After years of preparation, the General Data Protection Regulation (GDPR) finally took effect on the 25th May 2018. On that very same day, complaints against one of the world’s biggest tech companies were filed under the new data protection initiative, with Google coming under intense scrutiny for its suspected misuse of personal data. As a result of this, Google faced one of the largest GDPR penalties ever issued and was forced to pay a fine of £44m earlier this year.
However, Google isn’t alone, as just three months after the implementation of the regulation – which intended to improve data protection measures – reputable airline British Airways fell victim to a large-scale hack. During the attack, a total of 565,000 customer transactions, including payment information and other personal data, were leaked. Since the GDPR came into force, we’ve seen a variety of breaches and fines occur, ranging from large, established organisations such as Facebook, Uber and Marriott, to smaller organisations. With over 200,000 cases reported across Europe, the year since the introduction of the GDPR has shown us that no organisation using the personal data of EU citizens can avoid compliance and accountability.
Perhaps the most comprehensive data privacy standard to date, the GDPR has presented significant challenges for businesses. Organisations have become much more aware about why they are collecting customer data, as well as how it is being handled and stored. Businesses are also facing increased pressure to understand exactly how data is being protected at every point during its lifecycle, in order to assess the risks to their systems and processes. For an organisation of any size, it can be difficult to have a holistic view of data protection, especially when multiple sources and technologies are involved. However, under the GDPR, passing responsibility is not an option – especially since consumers now have the right to ask any organisation what personal information they hold on them, at any time, including having the power to ask for it to be removed from their database.
Has much changed?
Before the GDPR came into force last year, much of the focus was placed on the potential fines and penalties associated with data breaches and a lack of compliance. The reality is that the GDPR – as well as future data protection laws – should be seen as a positive step in the right direction in the battle to prevent data misuse. These regulations are not designed to discourage the use of data, but to provide consumers with reassurance that their personal information is in safe hands. Data mandates such as the GDPR also encourage businesses to follow best practice when it comes to control and governance, two traits that cannot be overlooked in today’s modern cyber landscape. Because of that, the future of data protection means a commitment to accountability. If organisations wish to use data to gain a competitive edge, they must be prepared to take responsibility for its use and protection. It also means a commitment to transparency. Transparency in telling customers how their data is being collected and used and transparency when it comes to disclosing the scale and affected parties if a data breach does occur. After all, data is any business’s most important asset, regardless of size or sector.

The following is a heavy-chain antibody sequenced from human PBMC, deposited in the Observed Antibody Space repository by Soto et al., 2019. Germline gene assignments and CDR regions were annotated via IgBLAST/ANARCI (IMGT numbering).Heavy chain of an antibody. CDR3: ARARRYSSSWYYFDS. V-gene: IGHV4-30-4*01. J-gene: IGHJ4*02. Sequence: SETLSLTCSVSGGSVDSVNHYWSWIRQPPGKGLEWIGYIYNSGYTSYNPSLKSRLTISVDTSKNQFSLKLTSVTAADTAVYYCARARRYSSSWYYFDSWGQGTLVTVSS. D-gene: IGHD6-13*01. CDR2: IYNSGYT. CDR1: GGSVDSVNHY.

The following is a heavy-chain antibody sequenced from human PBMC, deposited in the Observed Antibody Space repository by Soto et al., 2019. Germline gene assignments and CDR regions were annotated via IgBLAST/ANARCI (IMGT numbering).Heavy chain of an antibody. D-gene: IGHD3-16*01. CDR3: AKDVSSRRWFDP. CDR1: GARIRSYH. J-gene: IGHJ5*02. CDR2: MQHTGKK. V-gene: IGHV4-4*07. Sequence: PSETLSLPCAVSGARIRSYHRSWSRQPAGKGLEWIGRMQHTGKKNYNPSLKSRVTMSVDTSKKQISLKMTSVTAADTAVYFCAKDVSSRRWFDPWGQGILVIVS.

The future of data protection will also require organisations to be much more aware of and educated about legal and policy developments worldwide. In the U.S., for example, more and more states are agitating for tougher privacy and data security regulation. In turn, this is forcing the U.S. Congress to consider a federal data privacy law, something that was unimaginable just a few years ago. As other data privacy mandates start to take the lead from GDPR, it’s likely we will see a ‘ripple effect’, forcing organisations to be proactive about protecting data from the onset, versus taking the usual reactive approach.
As we pass the GDPR one-year anniversary, large-scale data breaches have continued unabated with cyber criminals taking advantage of increased vulnerabilities due to the mass digitisation of data and the advent of new access points stemming from the internet of things (IoT), cloud technologies, blockchain, and digital payments. Hackers know these technologies aren’t going anywhere – after all, the benefits they can provide from a cost-savings and efficiency standpoint are tremendous – so they are focusing on new and creative ways to corrupt organisations.
This is why moving fast to capitalise on these technologies cannot come at the expense of security. In order to provide the best possible compliance and protection, organisations need to embed security into everything they do, ensuring a root of trust from the implementation of technology, to its day-to-day use. I’m encouraged by our recent Global Encryption Trends Study, in which 45 per cent of organisations reported having an overall encryption plan in place, demonstrating a dedication to protecting data.
Cindy Provin, SVP Entrust Datacard and General Manager, nCipher Security